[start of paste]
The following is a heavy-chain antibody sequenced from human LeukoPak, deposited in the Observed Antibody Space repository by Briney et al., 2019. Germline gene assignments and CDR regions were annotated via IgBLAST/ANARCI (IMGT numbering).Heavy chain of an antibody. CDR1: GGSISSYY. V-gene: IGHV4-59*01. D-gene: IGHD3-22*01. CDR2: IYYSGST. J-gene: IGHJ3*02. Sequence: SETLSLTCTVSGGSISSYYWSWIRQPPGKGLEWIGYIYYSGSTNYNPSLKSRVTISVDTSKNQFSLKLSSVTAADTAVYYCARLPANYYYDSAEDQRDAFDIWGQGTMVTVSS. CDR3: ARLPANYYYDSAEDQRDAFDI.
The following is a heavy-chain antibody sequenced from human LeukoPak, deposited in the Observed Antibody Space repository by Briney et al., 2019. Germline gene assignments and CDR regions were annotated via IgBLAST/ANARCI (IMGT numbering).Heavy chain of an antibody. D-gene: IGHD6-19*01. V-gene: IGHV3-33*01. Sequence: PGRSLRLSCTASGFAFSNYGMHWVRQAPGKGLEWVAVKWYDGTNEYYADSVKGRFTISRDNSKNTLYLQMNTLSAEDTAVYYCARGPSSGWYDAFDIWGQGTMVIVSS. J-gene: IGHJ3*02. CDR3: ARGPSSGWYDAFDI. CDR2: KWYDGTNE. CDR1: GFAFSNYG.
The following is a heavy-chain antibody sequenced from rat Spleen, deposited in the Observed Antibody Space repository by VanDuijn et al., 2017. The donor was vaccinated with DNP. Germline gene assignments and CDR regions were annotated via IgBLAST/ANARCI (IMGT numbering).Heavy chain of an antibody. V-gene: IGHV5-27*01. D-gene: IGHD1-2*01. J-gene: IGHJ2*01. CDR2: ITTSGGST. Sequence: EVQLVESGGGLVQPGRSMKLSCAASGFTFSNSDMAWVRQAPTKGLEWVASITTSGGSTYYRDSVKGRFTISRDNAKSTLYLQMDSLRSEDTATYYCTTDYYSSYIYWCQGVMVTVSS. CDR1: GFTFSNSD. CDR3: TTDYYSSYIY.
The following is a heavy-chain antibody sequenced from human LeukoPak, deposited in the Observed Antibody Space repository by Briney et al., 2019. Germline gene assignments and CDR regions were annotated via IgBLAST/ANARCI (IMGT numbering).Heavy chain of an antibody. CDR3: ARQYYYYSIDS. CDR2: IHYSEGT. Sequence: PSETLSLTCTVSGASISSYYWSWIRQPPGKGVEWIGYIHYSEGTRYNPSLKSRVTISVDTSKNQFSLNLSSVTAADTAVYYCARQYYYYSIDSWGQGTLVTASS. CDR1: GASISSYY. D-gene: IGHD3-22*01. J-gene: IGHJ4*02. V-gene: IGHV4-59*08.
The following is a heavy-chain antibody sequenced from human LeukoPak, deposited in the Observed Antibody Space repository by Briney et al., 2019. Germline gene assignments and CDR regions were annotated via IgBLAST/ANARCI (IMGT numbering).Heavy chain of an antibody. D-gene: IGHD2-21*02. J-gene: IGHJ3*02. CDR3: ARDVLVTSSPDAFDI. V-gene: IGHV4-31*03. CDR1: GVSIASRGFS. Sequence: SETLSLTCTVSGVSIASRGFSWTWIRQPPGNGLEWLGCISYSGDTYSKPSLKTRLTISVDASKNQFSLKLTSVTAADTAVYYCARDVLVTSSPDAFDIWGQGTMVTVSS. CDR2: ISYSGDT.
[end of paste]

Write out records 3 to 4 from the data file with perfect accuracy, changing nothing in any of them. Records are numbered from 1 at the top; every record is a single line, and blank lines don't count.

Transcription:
The following is a heavy-chain antibody sequenced from rat Spleen, deposited in the Observed Antibody Space repository by VanDuijn et al., 2017. The donor was vaccinated with DNP. Germline gene assignments and CDR regions were annotated via IgBLAST/ANARCI (IMGT numbering).Heavy chain of an antibody. V-gene: IGHV5-27*01. D-gene: IGHD1-2*01. J-gene: IGHJ2*01. CDR2: ITTSGGST. Sequence: EVQLVESGGGLVQPGRSMKLSCAASGFTFSNSDMAWVRQAPTKGLEWVASITTSGGSTYYRDSVKGRFTISRDNAKSTLYLQMDSLRSEDTATYYCTTDYYSSYIYWCQGVMVTVSS. CDR1: GFTFSNSD. CDR3: TTDYYSSYIY.
The following is a heavy-chain antibody sequenced from human LeukoPak, deposited in the Observed Antibody Space repository by Briney et al., 2019. Germline gene assignments and CDR regions were annotated via IgBLAST/ANARCI (IMGT numbering).Heavy chain of an antibody. CDR3: ARQYYYYSIDS. CDR2: IHYSEGT. Sequence: PSETLSLTCTVSGASISSYYWSWIRQPPGKGVEWIGYIHYSEGTRYNPSLKSRVTISVDTSKNQFSLNLSSVTAADTAVYYCARQYYYYSIDSWGQGTLVTASS. CDR1: GASISSYY. D-gene: IGHD3-22*01. J-gene: IGHJ4*02. V-gene: IGHV4-59*08.